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Development of New Affordable Medical Physics Technology for the Developing World

V Tsapaki1*, D Pfeiffer2*, B van Ginneken3*, M Bazalova-Carter4*, (1) International Atomic Energy Agency, Vienna, Vienna, AT, (2) Boulder Community Health, Boulder, CO, (3) University Hospital Utrecht, Utrecht, NL, (4) University of Victoria, Victoria, BC, CA


(Wednesday, 7/15/2020) 10:30 AM - 11:30 AM [Eastern Time (GMT-4)]

Room: Track 2

The increasing number of radiology services comes with the increased need for medical physics services and related resources to supervise their safe and effective use. In less resourced countries these resources are frequently not available. IAEA provides numerous education and training activities and facilitates procurement of radiology and QC equipment to meet the needs of these countries. Furthermore, digital technologies combined with communication solutions can be utilized to facilitate close and reliable monitoring of systems in remote areas or with limited access to medical physics services.

The IAEA has created a system allowing for remote and automated quality control of radiographic and mammographic imaging systems. This system comprises two simple, inexpensive phantoms and freely available software for evaluating the images. Images can be evaluated at the facility with data kept in the cloud, or images can be transmitted to the qualified medical physicist for analysis. This system allows for simple, regular quality control of radiographic and mammographic imaging systems and for regions underrepresented by qualified medical physicists to have qualified medical physicist oversight from a distance.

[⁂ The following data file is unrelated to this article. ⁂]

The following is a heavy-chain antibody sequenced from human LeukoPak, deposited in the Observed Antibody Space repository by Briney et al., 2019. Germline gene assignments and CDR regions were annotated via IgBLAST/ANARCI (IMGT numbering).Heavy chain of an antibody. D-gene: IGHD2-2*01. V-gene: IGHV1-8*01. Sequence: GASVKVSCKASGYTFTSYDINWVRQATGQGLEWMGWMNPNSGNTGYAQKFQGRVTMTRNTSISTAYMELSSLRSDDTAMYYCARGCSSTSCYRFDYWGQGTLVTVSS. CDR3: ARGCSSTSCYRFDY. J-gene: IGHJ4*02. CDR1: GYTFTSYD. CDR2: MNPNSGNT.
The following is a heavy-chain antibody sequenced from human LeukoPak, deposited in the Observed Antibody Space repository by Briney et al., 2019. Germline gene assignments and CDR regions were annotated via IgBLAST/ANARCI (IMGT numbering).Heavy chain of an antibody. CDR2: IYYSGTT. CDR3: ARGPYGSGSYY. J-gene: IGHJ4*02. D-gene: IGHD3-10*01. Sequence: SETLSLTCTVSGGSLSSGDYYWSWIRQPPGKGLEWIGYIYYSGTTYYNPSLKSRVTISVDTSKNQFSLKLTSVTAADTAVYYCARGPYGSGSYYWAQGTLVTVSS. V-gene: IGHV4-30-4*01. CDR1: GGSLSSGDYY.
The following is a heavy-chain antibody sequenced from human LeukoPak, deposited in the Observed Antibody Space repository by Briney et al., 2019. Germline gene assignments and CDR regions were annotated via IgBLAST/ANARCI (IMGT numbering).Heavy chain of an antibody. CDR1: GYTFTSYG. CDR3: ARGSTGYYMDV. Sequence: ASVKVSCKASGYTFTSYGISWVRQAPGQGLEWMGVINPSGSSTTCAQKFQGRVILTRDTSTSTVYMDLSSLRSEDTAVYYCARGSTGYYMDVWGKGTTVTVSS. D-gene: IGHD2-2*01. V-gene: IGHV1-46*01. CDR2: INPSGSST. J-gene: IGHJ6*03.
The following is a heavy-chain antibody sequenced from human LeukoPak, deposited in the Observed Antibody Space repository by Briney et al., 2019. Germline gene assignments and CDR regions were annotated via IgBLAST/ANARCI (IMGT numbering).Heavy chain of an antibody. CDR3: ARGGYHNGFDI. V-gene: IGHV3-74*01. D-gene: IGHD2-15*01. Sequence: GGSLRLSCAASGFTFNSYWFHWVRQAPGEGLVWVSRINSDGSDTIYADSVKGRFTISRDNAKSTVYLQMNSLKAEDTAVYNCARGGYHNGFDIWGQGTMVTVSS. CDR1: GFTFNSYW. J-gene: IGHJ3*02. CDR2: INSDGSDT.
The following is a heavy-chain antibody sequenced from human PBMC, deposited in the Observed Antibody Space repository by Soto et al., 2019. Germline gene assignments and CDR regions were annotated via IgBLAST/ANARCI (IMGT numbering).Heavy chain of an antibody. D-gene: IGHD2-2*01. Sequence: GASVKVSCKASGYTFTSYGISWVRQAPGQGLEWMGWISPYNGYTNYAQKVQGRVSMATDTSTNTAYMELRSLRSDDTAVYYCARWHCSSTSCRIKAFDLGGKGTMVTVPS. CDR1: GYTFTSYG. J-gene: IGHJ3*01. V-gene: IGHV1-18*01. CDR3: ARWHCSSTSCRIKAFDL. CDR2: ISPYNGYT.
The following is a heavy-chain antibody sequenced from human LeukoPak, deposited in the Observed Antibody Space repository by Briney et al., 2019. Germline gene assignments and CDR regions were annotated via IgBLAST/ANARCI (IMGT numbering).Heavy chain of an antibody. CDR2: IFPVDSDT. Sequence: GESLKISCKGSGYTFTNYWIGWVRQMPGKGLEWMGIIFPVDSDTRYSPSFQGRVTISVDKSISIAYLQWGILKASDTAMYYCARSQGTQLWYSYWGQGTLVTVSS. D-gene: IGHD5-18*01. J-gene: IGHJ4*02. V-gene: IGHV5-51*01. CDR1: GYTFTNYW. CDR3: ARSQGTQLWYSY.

CODE (COnceptus Dose Estimation) is a freely available web-based tool ( for the a) estimation of conceptus radiation dose and risks associated with radiographic, fluoroscopic and CT examinations performed on the expectant mother and b) anticipation of conceptus dose for the pregnant employee who participates in fluoroscopically-guided interventional procedures. An overview of CODE will be provided and the experience of using this tool for the education and training of IAEA fellows and medical physicists from developing countries will be also given.

Systems that use relatively inexpensive imaging such as x-ray and hand-held ultrasound with integrated automated image analysis for diagnosis and risk prediction have enormous potential for countries with a lack of doctors. Two such solutions are presented: CAD4TB and the BabyChecker. With over 4000 deaths per day, tuberculosis (TB) is in the top 10 causes of death worldwide, even though a $10 cocktail of three antibiotics can cure almost every patient. Diagnosing TB patients and putting them on treatment before they infect others is the key to curbing the TB epidemic. CAD4TB automatically assesses the risk of tuberculosis from a frontal chest radiograph. Every day, 800 women die as a direct consequence of complications around pregnancy. The BabyChecker provides a real time deep learning analysis of ultrasound images that can be acquired with a standardized sweep protocol that any midwife can learn in two hours.

Ultrahigh dose-rate "flash" radiotherapy appears to be a new promising way to treat cancer resulting decreased normal tissue complications. Unfortunately, machines capable of such delivery are not readily available and typically expensive. In this talk, the delivery of "flash" with conventional x-ray tubes to shallow depths in tissue will be described.

Learning Objectives:
1. To learn about IAEA activities in less resourced countries related to imaging
2. To learn about a cheap imaging technology for quality control developed within an IAEA project
3. To learn about available free or affordable imaging technology/software for use in imaging



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